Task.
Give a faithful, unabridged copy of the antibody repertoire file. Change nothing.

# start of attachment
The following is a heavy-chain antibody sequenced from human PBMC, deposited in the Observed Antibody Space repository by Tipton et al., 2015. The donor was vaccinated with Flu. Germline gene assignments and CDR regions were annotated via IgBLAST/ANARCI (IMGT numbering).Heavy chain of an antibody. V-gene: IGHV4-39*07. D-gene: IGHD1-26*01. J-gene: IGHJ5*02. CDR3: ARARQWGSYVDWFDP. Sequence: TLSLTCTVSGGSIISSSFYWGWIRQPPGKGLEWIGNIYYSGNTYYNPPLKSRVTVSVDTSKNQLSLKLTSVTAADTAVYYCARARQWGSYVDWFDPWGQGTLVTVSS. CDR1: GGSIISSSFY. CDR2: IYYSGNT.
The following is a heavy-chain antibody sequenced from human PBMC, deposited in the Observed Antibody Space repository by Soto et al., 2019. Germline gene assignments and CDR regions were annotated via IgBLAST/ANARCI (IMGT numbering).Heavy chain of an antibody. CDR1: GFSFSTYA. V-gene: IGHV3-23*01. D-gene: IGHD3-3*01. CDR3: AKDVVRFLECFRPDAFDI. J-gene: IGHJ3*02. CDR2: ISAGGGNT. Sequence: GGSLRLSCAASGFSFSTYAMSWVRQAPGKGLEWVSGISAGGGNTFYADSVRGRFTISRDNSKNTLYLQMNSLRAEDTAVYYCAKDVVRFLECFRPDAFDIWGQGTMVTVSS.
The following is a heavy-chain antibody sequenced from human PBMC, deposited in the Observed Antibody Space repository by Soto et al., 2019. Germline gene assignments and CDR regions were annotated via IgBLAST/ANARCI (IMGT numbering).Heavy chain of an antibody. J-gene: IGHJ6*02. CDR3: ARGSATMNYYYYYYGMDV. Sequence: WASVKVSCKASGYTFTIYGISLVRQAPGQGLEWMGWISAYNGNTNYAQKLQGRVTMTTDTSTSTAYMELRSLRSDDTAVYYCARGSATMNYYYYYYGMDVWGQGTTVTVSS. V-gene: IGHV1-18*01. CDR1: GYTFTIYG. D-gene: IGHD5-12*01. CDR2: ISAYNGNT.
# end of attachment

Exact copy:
The following is a heavy-chain antibody sequenced from human PBMC, deposited in the Observed Antibody Space repository by Tipton et al., 2015. The donor was vaccinated with Flu. Germline gene assignments and CDR regions were annotated via IgBLAST/ANARCI (IMGT numbering).Heavy chain of an antibody. V-gene: IGHV4-39*07. D-gene: IGHD1-26*01. J-gene: IGHJ5*02. CDR3: ARARQWGSYVDWFDP. Sequence: TLSLTCTVSGGSIISSSFYWGWIRQPPGKGLEWIGNIYYSGNTYYNPPLKSRVTVSVDTSKNQLSLKLTSVTAADTAVYYCARARQWGSYVDWFDPWGQGTLVTVSS. CDR1: GGSIISSSFY. CDR2: IYYSGNT.
The following is a heavy-chain antibody sequenced from human PBMC, deposited in the Observed Antibody Space repository by Soto et al., 2019. Germline gene assignments and CDR regions were annotated via IgBLAST/ANARCI (IMGT numbering).Heavy chain of an antibody. CDR1: GFSFSTYA. V-gene: IGHV3-23*01. D-gene: IGHD3-3*01. CDR3: AKDVVRFLECFRPDAFDI. J-gene: IGHJ3*02. CDR2: ISAGGGNT. Sequence: GGSLRLSCAASGFSFSTYAMSWVRQAPGKGLEWVSGISAGGGNTFYADSVRGRFTISRDNSKNTLYLQMNSLRAEDTAVYYCAKDVVRFLECFRPDAFDIWGQGTMVTVSS.
The following is a heavy-chain antibody sequenced from human PBMC, deposited in the Observed Antibody Space repository by Soto et al., 2019. Germline gene assignments and CDR regions were annotated via IgBLAST/ANARCI (IMGT numbering).Heavy chain of an antibody. J-gene: IGHJ6*02. CDR3: ARGSATMNYYYYYYGMDV. Sequence: WASVKVSCKASGYTFTIYGISLVRQAPGQGLEWMGWISAYNGNTNYAQKLQGRVTMTTDTSTSTAYMELRSLRSDDTAVYYCARGSATMNYYYYYYGMDVWGQGTTVTVSS. V-gene: IGHV1-18*01. CDR1: GYTFTIYG. D-gene: IGHD5-12*01. CDR2: ISAYNGNT.